Requirements, shmequirements

Working on the PM tools research (drafted, in editing) has led to a recurrent question: what sort of requirements tool? Requirements definition? Requirements management? Something else?

Does it matter? The distinctions seem a bit arbitrary. The raw data is the same, regardless of the immediate task (collecting, analyzing, using them in a product plan, using them in feature or use case documents, tracking the progress of a release towards meeting these requirements, etc.). Why should these different bits of information be stored and managed in separate systems?

If you don't believe that having a shared repository of dynamically assembled requirements information, go work for a PM group for six months, and count the number of times you type the same information into multiple formats. For example, let's assume Friendly Customer Inc. wants a particular enhancement. A short version of that enhancement request may appear in a list of possible features for the next release. Friendly's use case might be important supporting documentation for the feature write-up. When the CEO demands to know how the company is responding to Friendly, one of the firm's best customer, the enhancement will appear in a slide. And son on.

While you might not want to try tackling every possible use of requirements data in the original application, the natural gravity of product management certainly tugs in that direction. Otherwise, why not just go back to using Microsoft Office, manually re-purposing the same information in new documents for different audiences?

You have to set some boundaries. Still, the borders are pretty wide. Atlassian, for example, has a product strategy that tries to pull all members of a technical teams--developers, QA engineers, product managers, and project managers--into the same suite of integrated tools. They're not requirements tools, in the strictest sense that some people prefer, but certainly the issue tracking part of the Atlassian suite, JIRA, has direct relevance to customer needs that may turn into features. Makes sense, just as much as automated test case generation from a requirements tool like Borland's Caliber DefineIt is a necessary byproduct of what PMs do when writing requirements.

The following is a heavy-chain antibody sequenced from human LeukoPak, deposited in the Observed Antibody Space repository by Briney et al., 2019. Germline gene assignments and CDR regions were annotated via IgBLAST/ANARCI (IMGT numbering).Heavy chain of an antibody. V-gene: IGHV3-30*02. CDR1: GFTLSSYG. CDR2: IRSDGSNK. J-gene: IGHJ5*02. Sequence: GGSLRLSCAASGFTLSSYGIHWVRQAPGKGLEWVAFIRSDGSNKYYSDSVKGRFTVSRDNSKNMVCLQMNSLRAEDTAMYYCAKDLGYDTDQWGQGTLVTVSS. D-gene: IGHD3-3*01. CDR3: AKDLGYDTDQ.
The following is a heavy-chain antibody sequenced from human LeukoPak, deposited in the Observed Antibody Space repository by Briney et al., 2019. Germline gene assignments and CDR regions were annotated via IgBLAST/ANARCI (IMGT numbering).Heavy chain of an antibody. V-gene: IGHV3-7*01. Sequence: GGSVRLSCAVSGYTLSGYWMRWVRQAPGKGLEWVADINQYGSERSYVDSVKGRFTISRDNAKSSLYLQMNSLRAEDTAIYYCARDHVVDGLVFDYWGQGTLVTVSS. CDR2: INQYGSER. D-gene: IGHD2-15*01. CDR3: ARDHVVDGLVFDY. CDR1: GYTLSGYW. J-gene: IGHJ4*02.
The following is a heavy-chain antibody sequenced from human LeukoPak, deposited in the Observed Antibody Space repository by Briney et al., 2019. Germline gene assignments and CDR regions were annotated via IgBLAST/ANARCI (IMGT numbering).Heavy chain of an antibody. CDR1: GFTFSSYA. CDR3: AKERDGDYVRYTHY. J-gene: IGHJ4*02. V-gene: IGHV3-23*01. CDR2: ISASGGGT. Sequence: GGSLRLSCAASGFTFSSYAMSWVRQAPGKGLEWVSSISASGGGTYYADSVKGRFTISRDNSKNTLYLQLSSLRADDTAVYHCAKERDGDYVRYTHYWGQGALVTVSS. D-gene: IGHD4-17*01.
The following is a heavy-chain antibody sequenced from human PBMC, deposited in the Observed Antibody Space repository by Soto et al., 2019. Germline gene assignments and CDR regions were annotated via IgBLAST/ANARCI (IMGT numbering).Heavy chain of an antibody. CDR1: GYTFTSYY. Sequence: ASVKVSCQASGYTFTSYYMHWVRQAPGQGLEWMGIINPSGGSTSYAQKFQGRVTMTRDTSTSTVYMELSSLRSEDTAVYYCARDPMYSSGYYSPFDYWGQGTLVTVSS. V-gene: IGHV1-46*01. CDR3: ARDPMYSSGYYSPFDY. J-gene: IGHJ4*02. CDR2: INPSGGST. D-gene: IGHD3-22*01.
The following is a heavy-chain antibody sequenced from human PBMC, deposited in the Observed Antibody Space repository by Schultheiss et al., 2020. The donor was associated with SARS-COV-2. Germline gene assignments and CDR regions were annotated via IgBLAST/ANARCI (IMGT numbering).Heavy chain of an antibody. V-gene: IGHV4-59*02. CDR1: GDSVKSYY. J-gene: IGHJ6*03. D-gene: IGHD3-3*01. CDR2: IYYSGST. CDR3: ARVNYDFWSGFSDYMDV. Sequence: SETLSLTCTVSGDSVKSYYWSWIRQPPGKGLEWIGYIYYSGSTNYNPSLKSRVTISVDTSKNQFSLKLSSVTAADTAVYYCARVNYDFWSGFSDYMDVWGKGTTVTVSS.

Rather than worrying about how finely you can slice the requirements tools market, the real question might be, How big a collection of functionality should a requirements tool embrace?


re: Requirements, shmequirements

The key requirement :-) for a requirement's management tool is traceability. What people need to know is how the prioritization of the requirements was defined. And, for a product manager, defending why certain efforts are prioritized a certain way are actually more important than the requirements themselves.The worst thing a PM can do is present what appears to be an arbitrary list for development to work on. Even if the PM has done all their homework, if there is no tracability back to customers/partners/competitors/market trends etc, it might as well be just someone's arbitrary opinion.Teams such as sales, marketing etc. need to be able to see the context of the decisions made by the PM, because, if they feel they are not being heard (particularly sales people) by the PM, they can put pressure on the PM to do their bidding. This is particularly true in a sales driven company.But if the PM has the evidence for their decisions, readily available via a requirements management product, the PM can easily defend their work.Saeed

re: Requirements, shmequirements

I believe strongly that there is a need for more prototyping and simulation of requirements because text is not a good way to convey requirements and features.Moving from IT to BT means that you have to move past the old ways of gathering and documenting requirements, and try a new tact to increase innovation and speed to market.While most of iRise's customers are F1000 IT departments, the issues we solve with IT are the same as the issues faced by product managers in software companies.Tom HumbargeriRise - http://www.irise.comiRise blog -